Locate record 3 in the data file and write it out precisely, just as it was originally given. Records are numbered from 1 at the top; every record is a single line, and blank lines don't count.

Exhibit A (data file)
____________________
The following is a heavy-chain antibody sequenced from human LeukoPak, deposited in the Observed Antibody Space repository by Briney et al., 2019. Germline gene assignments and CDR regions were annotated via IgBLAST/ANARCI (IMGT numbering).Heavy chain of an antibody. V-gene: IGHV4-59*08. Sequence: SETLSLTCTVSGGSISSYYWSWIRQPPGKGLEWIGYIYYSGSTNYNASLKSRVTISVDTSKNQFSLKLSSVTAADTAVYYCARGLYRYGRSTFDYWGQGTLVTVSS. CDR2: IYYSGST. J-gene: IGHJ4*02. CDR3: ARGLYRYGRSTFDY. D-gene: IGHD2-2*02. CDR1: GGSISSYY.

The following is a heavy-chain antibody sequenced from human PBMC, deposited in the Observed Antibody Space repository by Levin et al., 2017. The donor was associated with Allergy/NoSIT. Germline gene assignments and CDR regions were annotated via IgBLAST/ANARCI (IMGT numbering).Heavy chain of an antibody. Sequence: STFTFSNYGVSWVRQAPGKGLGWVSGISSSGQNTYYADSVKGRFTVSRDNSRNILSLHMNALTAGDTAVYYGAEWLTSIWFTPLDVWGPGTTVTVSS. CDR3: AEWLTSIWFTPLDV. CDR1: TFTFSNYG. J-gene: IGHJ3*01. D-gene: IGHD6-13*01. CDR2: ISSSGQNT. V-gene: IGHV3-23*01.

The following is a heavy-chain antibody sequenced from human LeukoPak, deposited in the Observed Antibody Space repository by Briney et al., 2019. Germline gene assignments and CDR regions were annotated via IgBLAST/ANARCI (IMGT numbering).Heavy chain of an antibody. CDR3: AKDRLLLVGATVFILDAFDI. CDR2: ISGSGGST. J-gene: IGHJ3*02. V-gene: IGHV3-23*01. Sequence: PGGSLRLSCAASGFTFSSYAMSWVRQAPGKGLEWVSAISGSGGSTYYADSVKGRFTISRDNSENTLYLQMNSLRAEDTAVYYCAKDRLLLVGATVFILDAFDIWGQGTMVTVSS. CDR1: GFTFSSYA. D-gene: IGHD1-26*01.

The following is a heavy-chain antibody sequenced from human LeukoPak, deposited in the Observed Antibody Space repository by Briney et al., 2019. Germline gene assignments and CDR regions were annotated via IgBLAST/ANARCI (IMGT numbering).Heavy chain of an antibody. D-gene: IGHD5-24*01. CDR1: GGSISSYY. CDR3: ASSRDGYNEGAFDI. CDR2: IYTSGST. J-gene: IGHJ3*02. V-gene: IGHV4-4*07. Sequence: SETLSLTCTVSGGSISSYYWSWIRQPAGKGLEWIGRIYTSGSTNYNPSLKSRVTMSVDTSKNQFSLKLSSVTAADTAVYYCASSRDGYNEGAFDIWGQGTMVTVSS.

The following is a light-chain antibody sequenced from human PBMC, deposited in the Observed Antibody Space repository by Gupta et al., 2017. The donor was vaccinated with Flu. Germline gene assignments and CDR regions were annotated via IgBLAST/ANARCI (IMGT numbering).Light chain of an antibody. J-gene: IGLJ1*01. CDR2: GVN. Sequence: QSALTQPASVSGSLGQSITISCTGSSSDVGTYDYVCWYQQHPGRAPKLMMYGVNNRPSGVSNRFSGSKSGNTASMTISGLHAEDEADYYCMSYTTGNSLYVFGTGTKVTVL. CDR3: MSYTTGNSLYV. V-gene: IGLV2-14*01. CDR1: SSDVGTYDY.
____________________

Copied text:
The following is a heavy-chain antibody sequenced from human LeukoPak, deposited in the Observed Antibody Space repository by Briney et al., 2019. Germline gene assignments and CDR regions were annotated via IgBLAST/ANARCI (IMGT numbering).Heavy chain of an antibody. CDR3: AKDRLLLVGATVFILDAFDI. CDR2: ISGSGGST. J-gene: IGHJ3*02. V-gene: IGHV3-23*01. Sequence: PGGSLRLSCAASGFTFSSYAMSWVRQAPGKGLEWVSAISGSGGSTYYADSVKGRFTISRDNSENTLYLQMNSLRAEDTAVYYCAKDRLLLVGATVFILDAFDIWGQGTMVTVSS. CDR1: GFTFSSYA. D-gene: IGHD1-26*01.